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Wall Street Is Open, but Who Will Be on Wall Street?

Wall Street is open, but who will be on Wall Street? This is already one of the biggest vacation weeks of the year. Faced with the possibility of a difficult commute to work, many on Wall Street may simply opt to stay home.

It's not just Wall Street: Many traders in New Jersey, Connecticut, and Massachusetts were also affected by the storm and may be forced to stay home.

Indeed, New Jersey Governor Chris Christie said as much: "If you don't have to go to work tomorrow, don't go to work tomorrow."

And what about all that media hype about Irene, the storm that fizzled? Media pundits are already taking the media to task for the breathless coverage of the storm. Much of it was fueled by politicians, who painted the storm as potentially catastrophic.

I'm tempted to offer a more serious response to allegations that the media overhypes stories, but let's just stay sardonic: The media never overhype a story, it's the story that under-delivers. Remember: It's the pictures that got small.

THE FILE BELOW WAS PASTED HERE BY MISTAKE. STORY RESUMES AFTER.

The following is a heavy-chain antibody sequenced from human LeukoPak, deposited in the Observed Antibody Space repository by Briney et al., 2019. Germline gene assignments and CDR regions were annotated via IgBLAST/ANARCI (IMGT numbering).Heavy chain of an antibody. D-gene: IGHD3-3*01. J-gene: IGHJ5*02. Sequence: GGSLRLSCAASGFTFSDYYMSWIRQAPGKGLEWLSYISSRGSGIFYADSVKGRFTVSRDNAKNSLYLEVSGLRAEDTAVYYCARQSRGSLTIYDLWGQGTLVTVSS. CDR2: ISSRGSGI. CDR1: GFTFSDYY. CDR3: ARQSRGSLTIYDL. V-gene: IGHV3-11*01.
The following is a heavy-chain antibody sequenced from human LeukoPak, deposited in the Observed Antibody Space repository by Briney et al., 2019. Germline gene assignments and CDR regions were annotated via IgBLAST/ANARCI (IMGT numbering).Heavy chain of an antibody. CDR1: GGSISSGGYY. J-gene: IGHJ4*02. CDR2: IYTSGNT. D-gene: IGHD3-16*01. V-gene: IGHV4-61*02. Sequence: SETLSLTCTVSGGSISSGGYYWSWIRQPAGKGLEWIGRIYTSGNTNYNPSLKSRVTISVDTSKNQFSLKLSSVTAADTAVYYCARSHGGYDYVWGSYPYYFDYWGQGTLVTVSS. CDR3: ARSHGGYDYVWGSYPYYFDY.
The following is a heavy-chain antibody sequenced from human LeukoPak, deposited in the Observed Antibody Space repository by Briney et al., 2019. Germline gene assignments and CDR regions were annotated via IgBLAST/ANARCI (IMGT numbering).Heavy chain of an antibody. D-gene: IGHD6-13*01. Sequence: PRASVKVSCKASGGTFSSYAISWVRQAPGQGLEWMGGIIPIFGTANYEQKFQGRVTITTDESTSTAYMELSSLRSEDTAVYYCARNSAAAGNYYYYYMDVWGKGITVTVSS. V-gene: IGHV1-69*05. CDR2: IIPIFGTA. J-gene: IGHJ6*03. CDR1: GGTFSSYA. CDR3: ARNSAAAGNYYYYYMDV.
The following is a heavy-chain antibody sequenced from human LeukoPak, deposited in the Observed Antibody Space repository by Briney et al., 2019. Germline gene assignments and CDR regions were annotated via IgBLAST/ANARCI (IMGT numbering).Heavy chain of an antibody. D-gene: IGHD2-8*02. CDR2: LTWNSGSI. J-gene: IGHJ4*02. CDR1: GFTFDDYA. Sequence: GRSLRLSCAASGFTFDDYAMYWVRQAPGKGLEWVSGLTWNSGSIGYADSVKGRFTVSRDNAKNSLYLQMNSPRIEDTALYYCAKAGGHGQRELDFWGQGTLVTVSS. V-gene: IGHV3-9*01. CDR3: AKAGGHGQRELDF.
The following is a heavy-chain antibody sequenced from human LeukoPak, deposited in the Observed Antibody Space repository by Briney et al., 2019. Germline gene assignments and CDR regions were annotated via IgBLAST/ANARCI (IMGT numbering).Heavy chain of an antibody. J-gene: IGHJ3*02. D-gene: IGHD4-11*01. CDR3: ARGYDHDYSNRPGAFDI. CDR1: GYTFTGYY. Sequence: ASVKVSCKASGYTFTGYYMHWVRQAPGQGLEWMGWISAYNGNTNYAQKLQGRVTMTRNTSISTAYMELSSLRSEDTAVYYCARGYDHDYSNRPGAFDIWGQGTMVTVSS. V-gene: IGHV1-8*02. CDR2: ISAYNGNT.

All systems are go at the New York Stock Exchange, where there was no systems damage at all.

The subway system has begun running, though less frequent than normal...limited bus service since Sunday night.

All bridges and tunnels are open. The one exception is New Jersey Transit rail service, it's not running; bus and light-rail systems are running on modified schedules.

Goldman Sachs, Citigroup, Bank of America...all open...the exception is American Express in the World Financial Center...closed citing difficulties getting employees to work.

It was the perfect storm...at least for insurers. The hype leading into Irene was so intense that it will be the final boost property and casualty insurers will need to lift prices, Morgan Stanley said in a note Monday. They estimated total losses at below $10 billion; that would still put it in the top 10 costliest U.S. hurricanes.

Morgan Stanley's estimates are on the high side. Barclays estimate is $2 billion to $8 billion in damages. AAR, the catastrophic loss company, was cited by some analysts estimating total U.S. losses of $2 to $8 billion.

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  • A CNBC reporter since 1990, Bob Pisani covers Wall Street from the floor of the New York Stock Exchange.

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